“Sonolithography enables gentle, non-contact and rapid patterning of cells and biomaterials on surfaces. Tissue engineering can use biofabrication methods to build defined structures of cells and materials. We are adding a new technique to the biofabrication toolbox.”Jenna Shapiro

A new study by researchers at the universities of Bath and Bristol in the UK have demonstrated precise and predetermined patterns on surfaces from aerosol droplets or particles using a new computer-controlled ultrasound technique called 'sonolithography'. Being able to direct aerosol sprays with precision could lead to applications in drug delivery and wound healing, electronics, and printing by enhancing the speed, cost and accuracy of non-contact patterning techniques in air.

While ultrasound has previously been shown to levitate small particles, here the potential range of applications has been expanded through patterning clouds of material in air at scale and then algorithmically controlling how the material settles into different shapes. The study, published in Advanced Materials Technologies [Shapiro et al. Adv. Mater. Technol.(2021) DOI: 10.1002/admt.202000689], demonstrates the potential of sonolithography for biofabrication based on acoustic radiation forces coming from the interference of ultrasonic standing waves to direct airborne particle/droplet accumulation in specific areas.

The technique can rapidly pattern micrometer to millimeter scale materials onto many types of substrate over a macroscale surface area, and can be used for both indirect and direct cell patterning. This straightforward approach also offers much flexibility in both the substrate and deposited materials, such as aerosols, proteins and mammalian cells. As lead author Jenna Shapiro said, “Sonolithography enables gentle, non-contact and rapid patterning of cells and biomaterials on surfaces. Tissue engineering can use biofabrication methods to build defined structures of cells and materials. We are adding a new technique to the biofabrication toolbox.”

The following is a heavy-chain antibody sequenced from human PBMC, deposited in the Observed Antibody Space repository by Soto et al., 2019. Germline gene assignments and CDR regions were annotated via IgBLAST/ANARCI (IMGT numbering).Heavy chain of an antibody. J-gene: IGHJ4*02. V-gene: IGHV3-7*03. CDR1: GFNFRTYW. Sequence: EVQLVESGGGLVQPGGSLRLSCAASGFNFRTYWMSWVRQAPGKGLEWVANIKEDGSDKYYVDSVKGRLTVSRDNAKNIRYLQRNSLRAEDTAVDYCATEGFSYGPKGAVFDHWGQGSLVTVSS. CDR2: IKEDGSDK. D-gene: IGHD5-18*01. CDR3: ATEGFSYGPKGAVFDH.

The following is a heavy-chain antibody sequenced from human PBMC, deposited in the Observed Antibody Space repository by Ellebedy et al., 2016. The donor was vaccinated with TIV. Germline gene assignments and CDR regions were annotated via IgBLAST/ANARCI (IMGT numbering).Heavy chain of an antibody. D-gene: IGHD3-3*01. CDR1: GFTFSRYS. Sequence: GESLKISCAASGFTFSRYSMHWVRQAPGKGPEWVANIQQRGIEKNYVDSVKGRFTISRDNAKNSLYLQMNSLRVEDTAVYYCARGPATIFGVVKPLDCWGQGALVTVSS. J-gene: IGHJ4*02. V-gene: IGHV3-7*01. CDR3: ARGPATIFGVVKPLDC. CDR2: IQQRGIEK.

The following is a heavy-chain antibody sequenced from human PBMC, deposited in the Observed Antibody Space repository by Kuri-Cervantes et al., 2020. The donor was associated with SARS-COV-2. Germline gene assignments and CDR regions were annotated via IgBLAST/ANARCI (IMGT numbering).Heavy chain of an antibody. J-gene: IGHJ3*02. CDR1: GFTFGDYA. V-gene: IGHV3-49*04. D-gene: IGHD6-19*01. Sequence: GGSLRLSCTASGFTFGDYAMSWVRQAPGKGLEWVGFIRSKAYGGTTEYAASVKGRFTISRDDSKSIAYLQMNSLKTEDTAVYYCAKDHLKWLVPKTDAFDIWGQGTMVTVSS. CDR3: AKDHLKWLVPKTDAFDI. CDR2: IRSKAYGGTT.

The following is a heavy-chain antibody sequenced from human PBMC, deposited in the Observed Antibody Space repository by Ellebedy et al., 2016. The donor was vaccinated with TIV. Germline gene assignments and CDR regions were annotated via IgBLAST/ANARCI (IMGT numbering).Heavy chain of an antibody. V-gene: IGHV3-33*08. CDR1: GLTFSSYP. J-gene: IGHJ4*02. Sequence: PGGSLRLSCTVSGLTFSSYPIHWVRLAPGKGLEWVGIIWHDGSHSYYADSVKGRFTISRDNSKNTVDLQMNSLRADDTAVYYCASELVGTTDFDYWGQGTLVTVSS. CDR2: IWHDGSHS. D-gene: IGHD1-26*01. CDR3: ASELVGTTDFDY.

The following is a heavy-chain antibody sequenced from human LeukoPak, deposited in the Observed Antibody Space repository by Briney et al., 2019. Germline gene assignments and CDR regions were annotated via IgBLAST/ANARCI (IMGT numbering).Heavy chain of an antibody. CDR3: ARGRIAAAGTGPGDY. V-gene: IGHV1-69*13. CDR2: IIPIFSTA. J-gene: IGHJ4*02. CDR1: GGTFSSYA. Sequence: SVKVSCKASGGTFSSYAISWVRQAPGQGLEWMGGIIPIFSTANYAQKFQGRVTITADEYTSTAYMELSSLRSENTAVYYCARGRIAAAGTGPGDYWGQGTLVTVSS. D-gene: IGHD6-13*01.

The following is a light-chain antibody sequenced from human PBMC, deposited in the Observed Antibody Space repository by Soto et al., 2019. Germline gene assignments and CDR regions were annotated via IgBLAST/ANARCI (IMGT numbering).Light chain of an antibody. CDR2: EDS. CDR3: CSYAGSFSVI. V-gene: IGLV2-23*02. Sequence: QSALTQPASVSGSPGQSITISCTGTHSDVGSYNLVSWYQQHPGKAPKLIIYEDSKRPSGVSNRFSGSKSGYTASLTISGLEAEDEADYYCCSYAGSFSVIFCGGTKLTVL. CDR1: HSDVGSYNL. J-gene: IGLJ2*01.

The approach was demonstrated in the 5–20 micrometer range, which can be a difficult scale for physical sorting mechanisms to be effective. While the ability of sound waves to manipulate particles is well known, the concept was extended to allow its wider availability to those without specialist acoustic knowledge, and the team have made the modular technique widely accessible to ensure it can be progressed for a range of uses.

Although they are just beginning to understand and explore the capabilities of the technique, it could find uses not only in biomedicine but for a range of materials, while in printed electronics sonolithography could work to arrange conductive inks into circuits and components, and in industrial processes where controlling microscale particles or droplets in an air stream is crucial, as in painting or spray coating.

The next step will be to introduce dynamic control to allow real-time manipulation of the acoustic field and the subsequent patterning, and in biofabrication and where sonolithography can help generate unique biomaterial microarchitectures. How these impact cell/material relationships, and the creation of mammalian tissues for modeling and regenerative medicine, will be of especial interest.

New technique manipulates microscopic particles and droplets into precise patterns by harnessing the power of sound in air (credit: Matt Sutton)
New technique manipulates microscopic particles and droplets into precise patterns by harnessing the power of sound in air (credit: Matt Sutton)